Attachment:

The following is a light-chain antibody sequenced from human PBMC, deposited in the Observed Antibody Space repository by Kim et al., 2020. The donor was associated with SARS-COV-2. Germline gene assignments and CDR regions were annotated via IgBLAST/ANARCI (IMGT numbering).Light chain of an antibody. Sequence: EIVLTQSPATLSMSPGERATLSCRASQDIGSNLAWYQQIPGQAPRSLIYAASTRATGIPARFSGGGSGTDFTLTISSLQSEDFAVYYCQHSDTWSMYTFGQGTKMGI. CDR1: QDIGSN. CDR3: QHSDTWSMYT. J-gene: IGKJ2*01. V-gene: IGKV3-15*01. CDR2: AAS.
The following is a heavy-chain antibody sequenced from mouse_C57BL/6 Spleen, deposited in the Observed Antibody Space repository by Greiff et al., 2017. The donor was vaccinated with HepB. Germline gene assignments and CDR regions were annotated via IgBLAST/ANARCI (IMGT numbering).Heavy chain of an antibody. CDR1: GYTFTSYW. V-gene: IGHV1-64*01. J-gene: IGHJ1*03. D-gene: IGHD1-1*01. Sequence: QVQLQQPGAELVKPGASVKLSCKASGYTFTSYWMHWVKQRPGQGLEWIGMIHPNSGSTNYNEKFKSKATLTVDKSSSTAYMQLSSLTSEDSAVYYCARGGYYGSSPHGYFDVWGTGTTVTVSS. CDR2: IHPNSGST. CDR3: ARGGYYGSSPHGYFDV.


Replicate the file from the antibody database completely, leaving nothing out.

The following is a light-chain antibody sequenced from human PBMC, deposited in the Observed Antibody Space repository by Kim et al., 2020. The donor was associated with SARS-COV-2. Germline gene assignments and CDR regions were annotated via IgBLAST/ANARCI (IMGT numbering).Light chain of an antibody. Sequence: EIVLTQSPATLSMSPGERATLSCRASQDIGSNLAWYQQIPGQAPRSLIYAASTRATGIPARFSGGGSGTDFTLTISSLQSEDFAVYYCQHSDTWSMYTFGQGTKMGI. CDR1: QDIGSN. CDR3: QHSDTWSMYT. J-gene: IGKJ2*01. V-gene: IGKV3-15*01. CDR2: AAS.
The following is a heavy-chain antibody sequenced from mouse_C57BL/6 Spleen, deposited in the Observed Antibody Space repository by Greiff et al., 2017. The donor was vaccinated with HepB. Germline gene assignments and CDR regions were annotated via IgBLAST/ANARCI (IMGT numbering).Heavy chain of an antibody. CDR1: GYTFTSYW. V-gene: IGHV1-64*01. J-gene: IGHJ1*03. D-gene: IGHD1-1*01. Sequence: QVQLQQPGAELVKPGASVKLSCKASGYTFTSYWMHWVKQRPGQGLEWIGMIHPNSGSTNYNEKFKSKATLTVDKSSSTAYMQLSSLTSEDSAVYYCARGGYYGSSPHGYFDVWGTGTTVTVSS. CDR2: IHPNSGST. CDR3: ARGGYYGSSPHGYFDV.